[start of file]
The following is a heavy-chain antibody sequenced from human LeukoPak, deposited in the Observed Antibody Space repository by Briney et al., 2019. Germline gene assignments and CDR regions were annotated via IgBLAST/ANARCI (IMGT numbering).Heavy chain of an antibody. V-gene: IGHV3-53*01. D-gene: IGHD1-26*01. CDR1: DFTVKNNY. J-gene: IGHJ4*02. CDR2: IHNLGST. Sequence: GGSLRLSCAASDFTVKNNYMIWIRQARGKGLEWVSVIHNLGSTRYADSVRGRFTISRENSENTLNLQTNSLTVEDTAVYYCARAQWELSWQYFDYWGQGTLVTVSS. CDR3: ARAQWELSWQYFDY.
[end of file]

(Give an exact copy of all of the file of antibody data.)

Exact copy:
The following is a heavy-chain antibody sequenced from human LeukoPak, deposited in the Observed Antibody Space repository by Briney et al., 2019. Germline gene assignments and CDR regions were annotated via IgBLAST/ANARCI (IMGT numbering).Heavy chain of an antibody. V-gene: IGHV3-53*01. D-gene: IGHD1-26*01. CDR1: DFTVKNNY. J-gene: IGHJ4*02. CDR2: IHNLGST. Sequence: GGSLRLSCAASDFTVKNNYMIWIRQARGKGLEWVSVIHNLGSTRYADSVRGRFTISRENSENTLNLQTNSLTVEDTAVYYCARAQWELSWQYFDYWGQGTLVTVSS. CDR3: ARAQWELSWQYFDY.